This is surely a coincidence.
The film, which I previewed (and wrote about) a couple of months ago, is a mesmerizing and deeply moving account of Thomas’s journey from a no-plumbing shack in Georgia’s Lowcountry to the highest court in the land. Based on more than 30 hours of interviews conducted by filmmaker Michael Pack, the movie necessarily covers Thomas’s challenging hearings during which a former colleague, Anita Hill, accused him of inappropriate sexual overtures at work. He was then head of the Equal Employment Opportunity Commission and she was an attorney-adviser.
Take or leave the veracity of Hill’s account, but the behavior of the committee members toward both Thomas and Hill was shameful and should be embarrassing to this day.
For those who were riveted by the 1991 hearings, the footage will be familiar if somewhat startling. Younger versions of elder statesmen are always a little jarring, revealing who they once were and, perhaps, who they are still. What we see in the new documentary is Biden convincingly portraying himself as a first-class jerk.
Facing Thomas — a man of exponentially greater dignity in the hearing chamber — the then-Democratic senator from Delaware was condescending and disdainful, not to put too fine a point on it. If you see the movie, you probably won’t like him and, I suspect, he won’t like himself. Be that as it may, no amount of empathy for Biden’s many tragic losses can mitigate what is plainly visible: The avuncular sweetheart with the twinkling blue eyes and the neon smile was nowhere in sight back then.
“I just want to make sure we all know what we are talking about here. . . . There is a fervent, bright and aggressive school of thought that wishes to see natural law further inform the Constitution than it does now. The positivists, led by Judge [Robert H.] Bork, argue against this school. Again, that may be lost on all the people, but you know and I know what we are talking about.”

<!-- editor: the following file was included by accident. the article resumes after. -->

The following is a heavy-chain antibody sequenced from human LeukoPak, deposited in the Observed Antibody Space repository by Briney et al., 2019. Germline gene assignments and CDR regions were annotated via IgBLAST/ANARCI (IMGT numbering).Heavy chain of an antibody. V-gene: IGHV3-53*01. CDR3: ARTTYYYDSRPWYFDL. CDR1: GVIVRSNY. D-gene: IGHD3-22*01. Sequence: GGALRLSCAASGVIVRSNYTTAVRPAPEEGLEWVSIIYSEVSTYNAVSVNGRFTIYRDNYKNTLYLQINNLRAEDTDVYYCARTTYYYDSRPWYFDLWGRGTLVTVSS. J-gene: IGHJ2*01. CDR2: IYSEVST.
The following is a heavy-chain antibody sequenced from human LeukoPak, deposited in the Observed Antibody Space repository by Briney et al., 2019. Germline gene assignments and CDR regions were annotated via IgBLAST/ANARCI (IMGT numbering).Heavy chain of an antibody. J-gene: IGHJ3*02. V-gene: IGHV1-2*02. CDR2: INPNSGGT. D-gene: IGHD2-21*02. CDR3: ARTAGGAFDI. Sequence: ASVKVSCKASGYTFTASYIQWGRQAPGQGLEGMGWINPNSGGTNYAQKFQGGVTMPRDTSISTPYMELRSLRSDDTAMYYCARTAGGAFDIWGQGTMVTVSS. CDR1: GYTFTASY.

A beat later in the documentary, Thomas concedes that he knew what Biden was attempting — he was trying to trick Thomas into talking about abortion — but Biden pursued a course so cryptic that one wonders whether Biden himself knew what he was driving at. He continued:
“Someone may apply it [natural law] in a way . . . that is liberal. You may apply it in a way that leads you in a direction that is conservative, or you may, like many argue, not apply it at all. Nevertheless, it is a fundamental question that is going to be almost impossible for non-lawyers to grasp in an exchange, but you know and I know it is a big, big deal. In conclusion . . .”
In one of several humorous comments in the film, Thomas remarked: “One of the things you do in hearings is you have to sit there and look attentively at people you know have no idea what they’re talking about.”
Later in the hearings, following Thomas’s explosive condemnation of the proceedings as “a high-tech lynching,” Biden and some other committee members seemed abashed and contrite, perhaps in recognition of the truth of which they, of all people, should have been wary. As Thomas himself summarized the events, he was being destroyed because he was “the wrong black guy.”
Whatever one’s impression of Biden or Thomas, you’re likely to change your mind about one, the other or both upon seeing this film. For what it’s worth, I recommend it.